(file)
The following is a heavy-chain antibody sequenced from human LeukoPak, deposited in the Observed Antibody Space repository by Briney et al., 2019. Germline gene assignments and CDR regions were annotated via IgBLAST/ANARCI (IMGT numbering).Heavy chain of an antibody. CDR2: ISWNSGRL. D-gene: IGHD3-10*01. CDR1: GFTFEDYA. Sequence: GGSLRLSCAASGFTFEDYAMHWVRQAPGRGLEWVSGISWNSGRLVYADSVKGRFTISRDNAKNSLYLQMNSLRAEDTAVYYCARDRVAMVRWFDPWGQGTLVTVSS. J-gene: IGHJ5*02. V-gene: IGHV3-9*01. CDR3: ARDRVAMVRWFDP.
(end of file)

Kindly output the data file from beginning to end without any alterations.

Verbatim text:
The following is a heavy-chain antibody sequenced from human LeukoPak, deposited in the Observed Antibody Space repository by Briney et al., 2019. Germline gene assignments and CDR regions were annotated via IgBLAST/ANARCI (IMGT numbering).Heavy chain of an antibody. CDR2: ISWNSGRL. D-gene: IGHD3-10*01. CDR1: GFTFEDYA. Sequence: GGSLRLSCAASGFTFEDYAMHWVRQAPGRGLEWVSGISWNSGRLVYADSVKGRFTISRDNAKNSLYLQMNSLRAEDTAVYYCARDRVAMVRWFDPWGQGTLVTVSS. J-gene: IGHJ5*02. V-gene: IGHV3-9*01. CDR3: ARDRVAMVRWFDP.